Breaking bread together

  • People are served homemade Thanksgiving dinner at the Stone Soup Cafe on Thursday in Greenfield. Staff Photo/Melina Bourdeau

  • Children and their families were invited to make Thanksgiving-themed crafts at the Stone Soup Cafe on Thursday. Staff Photo/Melina Bourdeau

  • Thanksgiving dinner at the Stone Soup Cafe on Thursday in Greenfield. Staff Photo/Melina Bourdeau

Staff writer
Published: 11/23/2018 6:55:29 AM

GREENFIELD – Thanksgiving traditionally is seen as a family event, and despite their different backgrounds and paths taken to the Stone Soup Cafe, scores of individuals and families formed a bond of community as they broke bread together Thursday.

The new president of Greenfield Community College, Yves Salomon-Fernández, and her family came to eat and volunteer at the community meal – her children helping by showing other children and their families how to make Thanksgiving themed crafts.

“This is a new family tradition – to come volunteer. I was invited by a student, Pete Pavoni, to come volunteer,” Salomon-Fernández explained during the meal held at All Souls Unitarian Church. “This is such a wonderful community and a time of giving gratitude and sharing fellowship with one another.”

On Thursday, the United Arc partnered with Stone Soup Cafe to host the inclusive community Thanksgiving dinner from noon to 3 p.m. By 1 p.m. the cafe had fed about 120 people.

Cafe manager of the Stone Soup Kitchen, Patricia Kain of Turners Falls, said “We have the love of the community in creating food and eating together, breaking bread together … I find that amazing. Some people pay, but when people walk in, they’re all equal.”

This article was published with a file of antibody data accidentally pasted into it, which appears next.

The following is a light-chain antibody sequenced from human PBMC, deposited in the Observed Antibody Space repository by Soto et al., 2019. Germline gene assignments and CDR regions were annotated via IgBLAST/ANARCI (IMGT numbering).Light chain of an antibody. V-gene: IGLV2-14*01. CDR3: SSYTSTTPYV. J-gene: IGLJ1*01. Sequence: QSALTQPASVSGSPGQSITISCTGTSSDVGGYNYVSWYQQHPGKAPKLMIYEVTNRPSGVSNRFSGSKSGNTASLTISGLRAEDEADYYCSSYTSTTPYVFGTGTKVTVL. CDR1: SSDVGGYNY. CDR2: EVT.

Another volunteer, Pete Pavone of Greenfield, said he’s been volunteering for the cafe for about a year now, and he finds it “very rewarding.”

“This community is like a family,” Pavone said. “When we come in, it’s like a different world; you leave your problems outside. We’re just people all under the same roof.”

The two community organizations collaborated for a third year to produce an inclusive community meal at Stone Soup’s family-friendly pay-what-you-can cafe.

Individuals and families from all walks of life and abilities were encouraged to enjoy the Thanksgiving meal side by side as well as make and enjoy holiday themed crafts for children.

Kristina Tams of the United Arc said the dinner fulfills the mission of the Arc – “to support people living with intellectual and developmental disabilities in achieving the universal goals of inclusion, choice and independence.”

“This event allows for individuals to be a part of their community have access to a happy inclusive place,” Tam said. “For us to be able to collaborate with the cafe and embrace so many people in the community is great.”

More than 50 volunteers helped to make food, prepare tables and clean up after the dinner was done.

Executive chef of the Stone Soup Cafe, Kirsten Levitt, brought her family with her to volunteer their time.

“My family is part of this serving the community and even some extended family has come in the past,” Levitt said. “Thanksgiving is a very social holiday, and we want to make sure everyone is welcome and has a space where they can be safe.”

One family in attendance, Eric Wasileski and his mother Susan Maher of Greenfield, said he enjoys coming to the Stone Soup Cafe regularly.

“It’s great. Sometimes it’s the best meal I have all week,” Wasileski said. “It’s nice to have dinner together and and support the mission of the Stone Soup Cafe. Plus it’s easier than making dinner at home.”




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